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Why do horses grind their teeth?

Bruxism (also known as teeth grinding) is the medical term used to describe the side to side rhythmic movement of the jaw, while clenching and rubbing the teeth together. This movement results in a grinding, scraping, crunching sound.

Bruxism is a commonly observed problem in horses and it is almost always associated with stress, discomfort or pain.

This behaviour is often an indicator of a painful or stressful condition in both foals and adult horses. In foals bruxism is often seen associated with the occurrence of gastric ulcers. These are usually caused by the stress of early or sudden weaning followed by the introduction of concentrates in their diet.

In adult horses, bruxism has also been associated with gastric ulcers, with gastrointestinal pain (belly ache), dental pain and even neurological issues. Teeth grinding can also be the result of anxiety associated with being ridden. This type of anxiety could be related to the training methods, to the equipment or to the rider's behaviour.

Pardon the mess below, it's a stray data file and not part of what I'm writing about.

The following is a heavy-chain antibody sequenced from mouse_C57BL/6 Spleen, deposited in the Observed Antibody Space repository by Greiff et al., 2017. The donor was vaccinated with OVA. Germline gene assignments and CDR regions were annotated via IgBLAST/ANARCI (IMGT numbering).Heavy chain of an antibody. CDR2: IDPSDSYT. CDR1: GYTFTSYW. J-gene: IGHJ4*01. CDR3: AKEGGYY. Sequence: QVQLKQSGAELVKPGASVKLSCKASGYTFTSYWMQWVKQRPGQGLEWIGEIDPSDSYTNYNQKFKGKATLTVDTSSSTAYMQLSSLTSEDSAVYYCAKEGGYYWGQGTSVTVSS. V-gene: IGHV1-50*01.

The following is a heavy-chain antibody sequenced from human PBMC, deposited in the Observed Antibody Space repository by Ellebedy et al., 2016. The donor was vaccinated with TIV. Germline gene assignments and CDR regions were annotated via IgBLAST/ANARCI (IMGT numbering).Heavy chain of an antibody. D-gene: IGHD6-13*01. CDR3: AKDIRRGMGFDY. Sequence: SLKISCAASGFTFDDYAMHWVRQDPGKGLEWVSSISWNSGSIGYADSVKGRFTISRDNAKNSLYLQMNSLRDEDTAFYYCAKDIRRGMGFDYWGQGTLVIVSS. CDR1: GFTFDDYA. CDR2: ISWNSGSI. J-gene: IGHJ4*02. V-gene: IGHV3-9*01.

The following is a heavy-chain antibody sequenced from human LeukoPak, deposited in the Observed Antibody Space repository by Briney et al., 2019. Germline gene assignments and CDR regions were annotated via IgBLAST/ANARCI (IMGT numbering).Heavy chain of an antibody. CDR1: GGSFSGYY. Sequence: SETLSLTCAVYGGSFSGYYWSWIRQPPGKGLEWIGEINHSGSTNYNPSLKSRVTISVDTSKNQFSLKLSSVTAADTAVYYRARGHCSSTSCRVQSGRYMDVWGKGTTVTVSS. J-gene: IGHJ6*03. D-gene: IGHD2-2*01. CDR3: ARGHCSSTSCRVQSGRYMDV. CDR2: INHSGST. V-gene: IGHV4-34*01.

One of the main problems related to repetitive teeth grinding is that it will result in wearing of the molars and it may cause other oral problems which could lead to discomfort, pain and difficulties eating.

When this behaviour is detected and because it is not a specific sign for a particular problem, it is recommended to consult your vet in order to investigate what is causing it. Usually once the cause of the painful condition is dealt with, the horse will stop grinding his or hers teeth.

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Published: 24 Apr 2014

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